The Sinking of the British Cunard liner Lusitania on May 7, 1915, has traditionally been viewed as the event that set the United States on the road to war against Germany.  This act of hostility forced Washington to put Germany on a probation in which Berlin had to work to keep the United States out of World War I.  The Germans no longer saw any hope for getting Washington to sympathize with their cause.  It was a perfect opportunity for the Allied powers to cultivate friendships with the United States through trade and diplomatic correspondence.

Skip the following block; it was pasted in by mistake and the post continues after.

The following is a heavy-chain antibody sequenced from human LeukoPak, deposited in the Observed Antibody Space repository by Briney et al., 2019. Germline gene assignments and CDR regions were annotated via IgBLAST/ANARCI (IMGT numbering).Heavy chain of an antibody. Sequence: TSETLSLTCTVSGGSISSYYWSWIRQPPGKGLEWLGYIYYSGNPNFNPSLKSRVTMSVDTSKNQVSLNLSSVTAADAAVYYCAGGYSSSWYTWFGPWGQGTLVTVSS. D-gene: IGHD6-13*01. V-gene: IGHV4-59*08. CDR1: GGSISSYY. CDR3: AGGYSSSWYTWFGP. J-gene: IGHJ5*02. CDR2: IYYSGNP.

The Lusitania was not the first time the Germans had taken the lives of American citizens through attacks on unresisting merchant ships.  The following study compares the diplomatic cable correspondence following the earlier German attacks on the William P. Frye, the Falaba, and the Gulflight to the British capture of the Wilhelmina and subsequent peaceful settlement.  It also looks to the memoirs of the participants, among other sources, to aid in understanding the American response.  These earlier incidents were far less severe than the Lusitania, but they did anger many officials in Washington.  Had Berlin heeded the American warnings following these incidents, especially after the Falaba sinking, it might have prevented the Lusitania incident from ever happening.  In that case the Germans might have at least kept the United States out of the war long enough to force a victory on the Western Front.

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